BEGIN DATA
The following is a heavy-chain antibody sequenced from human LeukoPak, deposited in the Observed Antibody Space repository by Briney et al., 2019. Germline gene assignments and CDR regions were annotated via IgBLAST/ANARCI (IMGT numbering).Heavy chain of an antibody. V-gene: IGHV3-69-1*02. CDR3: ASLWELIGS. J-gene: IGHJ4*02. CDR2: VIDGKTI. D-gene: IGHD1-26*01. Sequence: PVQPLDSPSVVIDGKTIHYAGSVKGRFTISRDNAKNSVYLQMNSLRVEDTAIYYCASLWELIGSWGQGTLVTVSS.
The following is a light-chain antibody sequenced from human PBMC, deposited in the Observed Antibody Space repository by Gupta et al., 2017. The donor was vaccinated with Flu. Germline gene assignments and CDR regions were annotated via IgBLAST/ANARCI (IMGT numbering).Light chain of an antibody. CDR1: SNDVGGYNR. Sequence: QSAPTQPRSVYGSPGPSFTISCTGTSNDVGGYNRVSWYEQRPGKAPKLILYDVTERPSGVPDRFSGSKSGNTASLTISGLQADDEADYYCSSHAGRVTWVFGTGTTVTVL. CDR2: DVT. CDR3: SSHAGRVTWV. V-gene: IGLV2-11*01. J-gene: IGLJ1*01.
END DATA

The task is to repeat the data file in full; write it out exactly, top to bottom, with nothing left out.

The following is a heavy-chain antibody sequenced from human LeukoPak, deposited in the Observed Antibody Space repository by Briney et al., 2019. Germline gene assignments and CDR regions were annotated via IgBLAST/ANARCI (IMGT numbering).Heavy chain of an antibody. V-gene: IGHV3-69-1*02. CDR3: ASLWELIGS. J-gene: IGHJ4*02. CDR2: VIDGKTI. D-gene: IGHD1-26*01. Sequence: PVQPLDSPSVVIDGKTIHYAGSVKGRFTISRDNAKNSVYLQMNSLRVEDTAIYYCASLWELIGSWGQGTLVTVSS.
The following is a light-chain antibody sequenced from human PBMC, deposited in the Observed Antibody Space repository by Gupta et al., 2017. The donor was vaccinated with Flu. Germline gene assignments and CDR regions were annotated via IgBLAST/ANARCI (IMGT numbering).Light chain of an antibody. CDR1: SNDVGGYNR. Sequence: QSAPTQPRSVYGSPGPSFTISCTGTSNDVGGYNRVSWYEQRPGKAPKLILYDVTERPSGVPDRFSGSKSGNTASLTISGLQADDEADYYCSSHAGRVTWVFGTGTTVTVL. CDR2: DVT. CDR3: SSHAGRVTWV. V-gene: IGLV2-11*01. J-gene: IGLJ1*01.